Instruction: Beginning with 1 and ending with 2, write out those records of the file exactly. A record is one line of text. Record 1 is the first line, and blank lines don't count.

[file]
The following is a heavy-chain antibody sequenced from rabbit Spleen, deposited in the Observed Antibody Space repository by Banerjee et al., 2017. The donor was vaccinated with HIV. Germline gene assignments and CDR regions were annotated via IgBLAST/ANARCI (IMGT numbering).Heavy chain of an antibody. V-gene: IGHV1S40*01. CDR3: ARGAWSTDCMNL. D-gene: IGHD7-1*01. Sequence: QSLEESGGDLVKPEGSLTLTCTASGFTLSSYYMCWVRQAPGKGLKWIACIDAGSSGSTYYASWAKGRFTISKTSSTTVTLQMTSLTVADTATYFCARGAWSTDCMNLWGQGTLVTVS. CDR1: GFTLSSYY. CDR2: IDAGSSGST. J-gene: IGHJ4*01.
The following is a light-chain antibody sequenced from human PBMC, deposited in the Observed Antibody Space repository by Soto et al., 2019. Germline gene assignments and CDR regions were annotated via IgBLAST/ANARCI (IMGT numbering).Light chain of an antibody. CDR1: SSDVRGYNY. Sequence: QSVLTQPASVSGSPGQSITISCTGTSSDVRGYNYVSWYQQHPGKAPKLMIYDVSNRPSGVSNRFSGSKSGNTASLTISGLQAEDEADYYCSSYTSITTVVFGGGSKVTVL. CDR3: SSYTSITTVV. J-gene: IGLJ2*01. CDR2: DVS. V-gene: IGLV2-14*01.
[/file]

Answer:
The following is a heavy-chain antibody sequenced from rabbit Spleen, deposited in the Observed Antibody Space repository by Banerjee et al., 2017. The donor was vaccinated with HIV. Germline gene assignments and CDR regions were annotated via IgBLAST/ANARCI (IMGT numbering).Heavy chain of an antibody. V-gene: IGHV1S40*01. CDR3: ARGAWSTDCMNL. D-gene: IGHD7-1*01. Sequence: QSLEESGGDLVKPEGSLTLTCTASGFTLSSYYMCWVRQAPGKGLKWIACIDAGSSGSTYYASWAKGRFTISKTSSTTVTLQMTSLTVADTATYFCARGAWSTDCMNLWGQGTLVTVS. CDR1: GFTLSSYY. CDR2: IDAGSSGST. J-gene: IGHJ4*01.
The following is a light-chain antibody sequenced from human PBMC, deposited in the Observed Antibody Space repository by Soto et al., 2019. Germline gene assignments and CDR regions were annotated via IgBLAST/ANARCI (IMGT numbering).Light chain of an antibody. CDR1: SSDVRGYNY. Sequence: QSVLTQPASVSGSPGQSITISCTGTSSDVRGYNYVSWYQQHPGKAPKLMIYDVSNRPSGVSNRFSGSKSGNTASLTISGLQAEDEADYYCSSYTSITTVVFGGGSKVTVL. CDR3: SSYTSITTVV. J-gene: IGLJ2*01. CDR2: DVS. V-gene: IGLV2-14*01.